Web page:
He, however, urged the government to be more deliberate in supporting the youths, especially the NIREC Youth Forum, adding that there was no harm in the government being part of NIREC, except taking over or controlling the body.

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“The government should rather support it directly or indirectly since most programmes involve youths. The youth wing of NIREC is filled with vibrant youths who raise a lot of awareness and arouse the nation’s consciousness to the importance of tolerance.

“These youths are Christians and Muslims working actively together to promote religious tolerance, peace, and dialogue.

“When an article is posted on the internet, go to the comment section. You will agree with me that youths have more engagement,” Emehel said.

A recent development, when Vice President Kashim Shettima, a Muslim, inaugurated the board of the Nigerian Christian Pilgrims Commission (NCPC) has been described as novel and commendable in advancing religious harmony.

Inaugurating the Board at the Presidential Villa, Shettima reinforced the administration’s resolve to uphold religious freedom and interfaith dialogue, stressing that Nigeria’s strength lies in its diversity of faiths.

He recalled President Tinubu’s promise when he assumed office that his government would have no place for discrimination.

The vice president vowed that there will be no discrimination under the Tinubu-led government, saying “Nigeria is what it is because it is a nation of God, stressing that spirituality was of prevailing interest”.

Shettima urged the new NCPC board members to be unifying figures dedicated to promoting interfaith harmony through compassion, justice, and mutual respect.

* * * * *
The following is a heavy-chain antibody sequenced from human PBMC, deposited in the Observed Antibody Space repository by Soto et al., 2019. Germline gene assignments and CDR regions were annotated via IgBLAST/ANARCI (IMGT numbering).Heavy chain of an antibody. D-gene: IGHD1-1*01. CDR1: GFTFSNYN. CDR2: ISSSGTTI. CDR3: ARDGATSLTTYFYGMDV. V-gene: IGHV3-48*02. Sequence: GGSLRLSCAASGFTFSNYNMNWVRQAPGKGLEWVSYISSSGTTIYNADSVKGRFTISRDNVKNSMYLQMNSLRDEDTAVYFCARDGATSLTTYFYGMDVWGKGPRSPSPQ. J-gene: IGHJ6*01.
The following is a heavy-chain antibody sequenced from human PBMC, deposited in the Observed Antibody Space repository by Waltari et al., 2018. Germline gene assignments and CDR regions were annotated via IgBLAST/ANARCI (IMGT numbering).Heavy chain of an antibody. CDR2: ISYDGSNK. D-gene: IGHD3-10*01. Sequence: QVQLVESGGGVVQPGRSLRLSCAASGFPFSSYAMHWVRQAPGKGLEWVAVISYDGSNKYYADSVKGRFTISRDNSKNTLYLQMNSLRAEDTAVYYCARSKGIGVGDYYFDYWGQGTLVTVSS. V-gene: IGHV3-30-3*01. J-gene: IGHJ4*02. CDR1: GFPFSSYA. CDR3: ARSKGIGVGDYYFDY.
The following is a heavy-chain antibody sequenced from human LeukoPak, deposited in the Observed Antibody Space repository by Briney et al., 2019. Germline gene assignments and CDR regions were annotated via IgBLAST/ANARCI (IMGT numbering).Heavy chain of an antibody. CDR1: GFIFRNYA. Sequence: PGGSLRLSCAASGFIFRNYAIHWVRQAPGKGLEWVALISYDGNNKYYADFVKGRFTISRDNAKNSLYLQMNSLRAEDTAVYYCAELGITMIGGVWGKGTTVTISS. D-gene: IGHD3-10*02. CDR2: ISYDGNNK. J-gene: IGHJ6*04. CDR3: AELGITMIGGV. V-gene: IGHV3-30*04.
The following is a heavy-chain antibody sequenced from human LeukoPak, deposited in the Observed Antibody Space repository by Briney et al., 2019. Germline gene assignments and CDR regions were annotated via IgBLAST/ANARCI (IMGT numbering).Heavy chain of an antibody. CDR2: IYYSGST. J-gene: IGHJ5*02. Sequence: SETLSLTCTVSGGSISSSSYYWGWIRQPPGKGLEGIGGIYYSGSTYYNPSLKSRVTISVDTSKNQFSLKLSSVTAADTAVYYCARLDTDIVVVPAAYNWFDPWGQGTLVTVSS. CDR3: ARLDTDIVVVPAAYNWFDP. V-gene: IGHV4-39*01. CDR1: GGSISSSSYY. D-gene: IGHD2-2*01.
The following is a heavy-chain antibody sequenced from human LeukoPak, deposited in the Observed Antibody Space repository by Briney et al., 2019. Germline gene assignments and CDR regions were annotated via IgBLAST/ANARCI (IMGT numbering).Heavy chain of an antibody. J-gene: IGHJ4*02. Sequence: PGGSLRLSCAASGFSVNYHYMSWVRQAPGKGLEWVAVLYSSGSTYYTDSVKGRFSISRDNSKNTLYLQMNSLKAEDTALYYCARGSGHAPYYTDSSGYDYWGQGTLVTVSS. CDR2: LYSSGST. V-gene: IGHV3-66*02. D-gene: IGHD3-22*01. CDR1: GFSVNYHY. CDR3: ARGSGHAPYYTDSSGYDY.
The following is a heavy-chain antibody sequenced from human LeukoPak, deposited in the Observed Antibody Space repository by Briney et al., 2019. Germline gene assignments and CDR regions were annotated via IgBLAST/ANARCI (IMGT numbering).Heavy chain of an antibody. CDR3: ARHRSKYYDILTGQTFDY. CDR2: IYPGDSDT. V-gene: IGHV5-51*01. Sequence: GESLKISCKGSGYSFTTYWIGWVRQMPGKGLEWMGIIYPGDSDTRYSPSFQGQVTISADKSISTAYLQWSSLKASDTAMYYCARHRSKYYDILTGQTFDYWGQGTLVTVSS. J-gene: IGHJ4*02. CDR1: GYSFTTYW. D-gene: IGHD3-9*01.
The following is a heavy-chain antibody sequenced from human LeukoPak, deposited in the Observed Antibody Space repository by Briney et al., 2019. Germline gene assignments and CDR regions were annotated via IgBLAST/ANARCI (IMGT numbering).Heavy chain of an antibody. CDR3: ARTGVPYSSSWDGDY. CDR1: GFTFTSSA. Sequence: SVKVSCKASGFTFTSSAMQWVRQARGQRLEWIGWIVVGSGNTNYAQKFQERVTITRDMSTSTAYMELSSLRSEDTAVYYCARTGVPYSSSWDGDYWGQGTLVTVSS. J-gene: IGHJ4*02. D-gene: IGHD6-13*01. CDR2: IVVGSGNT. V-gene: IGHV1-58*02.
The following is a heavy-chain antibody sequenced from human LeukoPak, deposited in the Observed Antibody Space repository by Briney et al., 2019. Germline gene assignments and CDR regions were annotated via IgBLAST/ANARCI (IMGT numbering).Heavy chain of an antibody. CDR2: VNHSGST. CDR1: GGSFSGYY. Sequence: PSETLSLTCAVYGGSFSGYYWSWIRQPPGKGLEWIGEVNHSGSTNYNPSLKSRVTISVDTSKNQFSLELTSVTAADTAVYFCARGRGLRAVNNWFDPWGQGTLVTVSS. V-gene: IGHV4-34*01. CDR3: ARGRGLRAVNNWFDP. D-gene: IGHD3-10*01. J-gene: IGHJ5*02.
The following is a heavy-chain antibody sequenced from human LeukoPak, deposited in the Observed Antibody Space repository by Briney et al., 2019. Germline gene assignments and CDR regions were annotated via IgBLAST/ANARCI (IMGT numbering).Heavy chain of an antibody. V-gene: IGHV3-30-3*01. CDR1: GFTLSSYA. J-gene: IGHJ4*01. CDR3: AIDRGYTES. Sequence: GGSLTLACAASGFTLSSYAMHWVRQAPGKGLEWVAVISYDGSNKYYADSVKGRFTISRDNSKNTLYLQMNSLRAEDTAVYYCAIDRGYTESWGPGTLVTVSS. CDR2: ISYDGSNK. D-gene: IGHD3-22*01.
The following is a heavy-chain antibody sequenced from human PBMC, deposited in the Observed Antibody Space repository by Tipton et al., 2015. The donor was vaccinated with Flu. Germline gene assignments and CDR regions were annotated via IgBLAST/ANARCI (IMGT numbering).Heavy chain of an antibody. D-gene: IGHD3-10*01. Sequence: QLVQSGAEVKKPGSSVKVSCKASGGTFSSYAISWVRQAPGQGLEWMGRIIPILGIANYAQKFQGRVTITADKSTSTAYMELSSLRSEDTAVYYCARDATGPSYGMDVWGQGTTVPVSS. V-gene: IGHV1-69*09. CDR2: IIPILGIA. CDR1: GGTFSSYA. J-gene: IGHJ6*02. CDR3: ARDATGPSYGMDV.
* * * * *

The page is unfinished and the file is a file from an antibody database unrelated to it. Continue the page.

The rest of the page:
The vice president assured that the Tinubu’s administration was fervently committed to ensuring that interfaith harmony remained the ultimate priority.

“Regardless of anyone’s position, the place of faith in the nation is not only critical but provides a framework for comfort among citizens and for the stability of the nation at large.

“Our duty is to provide a safe haven for members of each faith and uphold the rights and freedoms in our constitution.

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“We can only emerge stronger and be more resilient as a nation through dialogue, empathy, and reconciliation,” Shettima said.

Mrs Asabe Musa, a trader in Lafia, Nasarawa State, expressed support for Tinubu’s inclusive appointments, as well as his engagements in interfaith dialogue.

She, however, noted that notwithstanding Tinubu’s encouraging, courageous, and genuine efforts towards ensuring religious harmony during his first year in office, this has not been without its challenges.

According to her, religious violence and tensions have continued to plague parts of the country, and these challenges underscore the difficulty of achieving lasting religious harmony in a nation as diverse as Nigeria.

“Scepticism remains among some Christians, particularly those concerned about the initial Muslim-Muslim ticket.

“They continue to fear marginalisation, and so this calls for more tangible actions to address religious violence and discrimination,” she said.

Mr Bala Dogo, a lawyer, agrees that Tinubu’s first year in office, has been marked by a concerted effort to foster religious harmony, in spite of the initial controversy which trailed his choice of a Muslim-Muslim ticket.

He said that through his inclusive appointments, policies promoting tolerance, and active interfaith dialogue, Tinubu has made significant strides in addressing religious tensions.

“While challenges persist, the administration’s commitment to unity and its engagement with both religious leaders and youth groups underscore a proactive approach to achieving lasting peace and understanding in Nigeria’s diverse religious landscape,” Dogo said.

Observers are, therefore, of the view that President Tinubu has in his first year in office, succeeded to a large extent, in ensuring religious harmony in Nigeria.

They noted, however, that the quest for a lasting religious harmony in the country continues to be a complex and critical endeavour, which he should address differently for best results as he enters his second year in office. (NANFeatures).

**If used, please credit the writer and News Agency of Nigeria